Very big schedule to start workflow latency (Java SDK)


We are doing perf testing for our workflow (java SDK) and have some strange results. In a nutshell, no matter how many workers we deploy, we still have at least 5 sec workflow schedule-to-start latency (tried 5, 10, 20 workers).
worker CPU / memory usage is very low.

I tested different values for wf cache size; wf/activity concurrent exec limit;’ polling thread number for wf/act - with no effect.

When we have sync poll percentage around 80-90% and better - there’s still 5 sec latency.
when sync poll falls to 40-50%,the latency increases to 20-40 sec!!

Our main WF has 5 normal activities and 2 local, and it starts another child WF with 2 normal activities (without waiting for its completion).
In our tests I emulate calls to ext services in activities via Thread.sleep 100-300ms. Activities / WF are not CPU-bound.
Tested with loads 50-80 main wf/s. Max achieved state transition rate is 3100.

(Cassandra CPU is under 60-70% -with 12 i3.2xlarge nodes; other server-side metrics looks OK to me.
I can provide more detailed metrics / cluster specs if needed)

Appreciate any ideas / explanations why it works this way…
Is it expected?
Can the situation be improved with separate workers for WF and activities?
What else can be done to solve this?

1 Like

Hi @Maxim_Chuvilyaev
you might be running into a bottleneck with the number of task queue partitions.

Task queue partitions can be set via “matching.numTaskqueueWritePartitions” and “matching.numTaskqueueReadPartitions” in dynamic config.
Dynamic config for docker compose
Dynamic config for helm charts
Dynamic config knobs on server side:

Without knowing the number of workflow tasks you are running / second it’s hard to tell what number you could tune that to, but try updating the default 4 to 10 for example and see if that makes a difference for you.

On the server metrics side I think you can also look at all the different matching service metrics. poll_success_sync and poll_success should give you and idea of the overall sync-match rate and then compare it when you tune the numbers.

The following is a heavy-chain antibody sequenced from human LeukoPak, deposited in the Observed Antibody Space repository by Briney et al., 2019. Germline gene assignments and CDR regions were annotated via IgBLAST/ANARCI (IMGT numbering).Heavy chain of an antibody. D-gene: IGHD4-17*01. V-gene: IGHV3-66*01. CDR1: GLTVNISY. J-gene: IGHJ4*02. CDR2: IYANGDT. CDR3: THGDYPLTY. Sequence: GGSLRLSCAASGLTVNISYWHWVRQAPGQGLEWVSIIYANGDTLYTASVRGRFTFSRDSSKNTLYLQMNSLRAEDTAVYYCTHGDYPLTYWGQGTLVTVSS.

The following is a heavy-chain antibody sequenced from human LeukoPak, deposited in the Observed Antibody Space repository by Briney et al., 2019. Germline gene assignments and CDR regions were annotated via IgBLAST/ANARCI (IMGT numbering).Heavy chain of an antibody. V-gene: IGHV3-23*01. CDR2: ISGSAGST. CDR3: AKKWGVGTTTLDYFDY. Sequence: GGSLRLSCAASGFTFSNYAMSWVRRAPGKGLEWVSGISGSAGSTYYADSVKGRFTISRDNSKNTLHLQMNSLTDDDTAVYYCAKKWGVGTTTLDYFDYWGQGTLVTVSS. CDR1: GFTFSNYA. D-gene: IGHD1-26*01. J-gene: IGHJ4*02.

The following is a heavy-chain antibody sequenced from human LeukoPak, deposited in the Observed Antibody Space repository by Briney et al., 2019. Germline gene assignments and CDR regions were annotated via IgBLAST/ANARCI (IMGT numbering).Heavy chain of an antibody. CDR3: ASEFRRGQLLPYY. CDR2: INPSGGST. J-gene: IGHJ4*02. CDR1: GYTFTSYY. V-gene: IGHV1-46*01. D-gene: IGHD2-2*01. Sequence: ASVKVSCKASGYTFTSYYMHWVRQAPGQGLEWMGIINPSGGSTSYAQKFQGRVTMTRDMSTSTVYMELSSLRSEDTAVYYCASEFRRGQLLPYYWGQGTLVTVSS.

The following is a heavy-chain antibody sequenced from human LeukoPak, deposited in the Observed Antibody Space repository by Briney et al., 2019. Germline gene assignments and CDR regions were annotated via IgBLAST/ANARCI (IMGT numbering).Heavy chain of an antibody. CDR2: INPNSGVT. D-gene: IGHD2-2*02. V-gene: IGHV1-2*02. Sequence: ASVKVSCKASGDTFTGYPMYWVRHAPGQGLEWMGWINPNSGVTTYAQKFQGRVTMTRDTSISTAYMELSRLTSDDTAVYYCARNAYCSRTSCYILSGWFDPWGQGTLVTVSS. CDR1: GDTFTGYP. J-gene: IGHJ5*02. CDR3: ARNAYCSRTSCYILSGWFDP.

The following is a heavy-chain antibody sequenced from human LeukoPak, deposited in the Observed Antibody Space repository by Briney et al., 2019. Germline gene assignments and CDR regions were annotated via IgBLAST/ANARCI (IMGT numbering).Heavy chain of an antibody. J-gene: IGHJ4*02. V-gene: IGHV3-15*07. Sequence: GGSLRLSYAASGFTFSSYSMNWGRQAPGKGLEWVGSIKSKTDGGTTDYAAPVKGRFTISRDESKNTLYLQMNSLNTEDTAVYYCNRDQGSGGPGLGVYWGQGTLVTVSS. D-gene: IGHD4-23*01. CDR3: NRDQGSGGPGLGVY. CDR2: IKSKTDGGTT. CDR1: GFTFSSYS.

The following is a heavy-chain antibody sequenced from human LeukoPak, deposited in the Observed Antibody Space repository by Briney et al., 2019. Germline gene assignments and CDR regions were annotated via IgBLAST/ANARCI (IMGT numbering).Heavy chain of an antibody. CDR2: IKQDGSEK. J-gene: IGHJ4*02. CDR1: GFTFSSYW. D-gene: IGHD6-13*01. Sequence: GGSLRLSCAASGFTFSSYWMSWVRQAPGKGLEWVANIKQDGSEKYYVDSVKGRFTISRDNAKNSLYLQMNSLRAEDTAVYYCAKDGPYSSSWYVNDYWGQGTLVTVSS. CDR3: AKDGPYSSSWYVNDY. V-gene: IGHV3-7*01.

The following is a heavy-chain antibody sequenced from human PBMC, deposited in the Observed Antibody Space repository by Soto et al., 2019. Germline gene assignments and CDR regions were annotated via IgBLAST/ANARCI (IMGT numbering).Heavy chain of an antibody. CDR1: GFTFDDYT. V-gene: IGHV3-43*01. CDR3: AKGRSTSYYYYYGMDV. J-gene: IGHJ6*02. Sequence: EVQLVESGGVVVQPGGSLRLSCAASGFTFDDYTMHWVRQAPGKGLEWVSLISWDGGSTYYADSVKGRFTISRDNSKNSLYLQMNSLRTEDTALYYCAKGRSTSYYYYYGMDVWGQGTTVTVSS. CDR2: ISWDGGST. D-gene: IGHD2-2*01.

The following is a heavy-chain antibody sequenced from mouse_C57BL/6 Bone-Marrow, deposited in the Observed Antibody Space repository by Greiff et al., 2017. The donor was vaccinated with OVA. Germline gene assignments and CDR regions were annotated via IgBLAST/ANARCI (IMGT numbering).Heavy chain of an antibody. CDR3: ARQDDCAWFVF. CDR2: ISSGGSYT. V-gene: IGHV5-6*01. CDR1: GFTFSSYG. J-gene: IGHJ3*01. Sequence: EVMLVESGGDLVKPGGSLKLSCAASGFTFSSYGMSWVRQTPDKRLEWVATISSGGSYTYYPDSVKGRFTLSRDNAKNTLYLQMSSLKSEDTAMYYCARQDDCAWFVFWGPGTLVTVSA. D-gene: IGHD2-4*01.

Hope this helps.

Hi @tihomir ,

Thanks for your answer!

This situation drives me crazy already.
We tested with 8 and 15 partitions without any noticeable effect. Now we are back to 8.

We observe a real big difference in behaviour between golang and java workers.
Our test workflow has same structure in both cases.

When we scaled up cassandra (6 nodes 16 vCPU each) and increased history temporal nodes count, we can get up to 6000 state transitions / sec in golang client (with excellent sync poll > 99%)

But whatever we do with Java SDK worker (and that’s is our main platform) - we cannot go higher than 3000 state/sec :frowning: :frowning: . Cassandra load is about 40% CPU in this case.
I tried 5, 10, 20 worker instances without any output gain…

The only difference in metrics (besides that perf rate) that I was able to notice is that for Java SDK p90 PollActivityTaskQueue is 1 min under load. For golang it is several secs (even p95)

And like I said, we have huge client workflow task schedule-to-start latencies - last run up to 90 sec.
Same metric for activities stays around 2-3 sec max

We cannot just switch to golang for development, all our main services are in Java / kotlin.


Can you share info like server version, and go and java sdk versions you are using?
Can you also share your worker options? For example,
do you have in your test a large number of concurrent activity executions and do you set
WorkerOptions.maxConcurrentActivityExecutionSize? Any info could help.

You also mentioned you use Kotlin, can you share in what way?
Lastly do you see any possible issues on your jvm side?

Main performance difference between go and java SDKs comes from the fact that in java we have to allocate a thread in the thread pool for every cached (sticky) workflow, while in go we use more lightweight coroutines. When in java main thread pool is maxed out, SDK will try to purge older workflows in the LRU manner, however this garbage collection is not always fast and efficient.
PollActivityTaskQueue being at 1min indicates that there is not enough work on the activity task queue and activity workers are timing out on the long poll, which could indicate that workflow tasks are not getting processed enough and are not scheduling enough activities. I would recommend increasing number of concurrent workflow tasks by setting higher value on the maxConcurrentWorkflowTaskExecutionSize property in the WorkerOptions and seeing if it would change your performance profile. If workflow task polling is a bottleneck (I doubt it) then you may try increasing workflowPollThreadCount configuration.
I suggest looking at these two metrics:
temporal_workflow_task_execution_total_latency - will tell how fast workflow tasks are getting processed.
temporal_workflow_active_thread_count - this one will tell you how many threads in the thread pool are busy.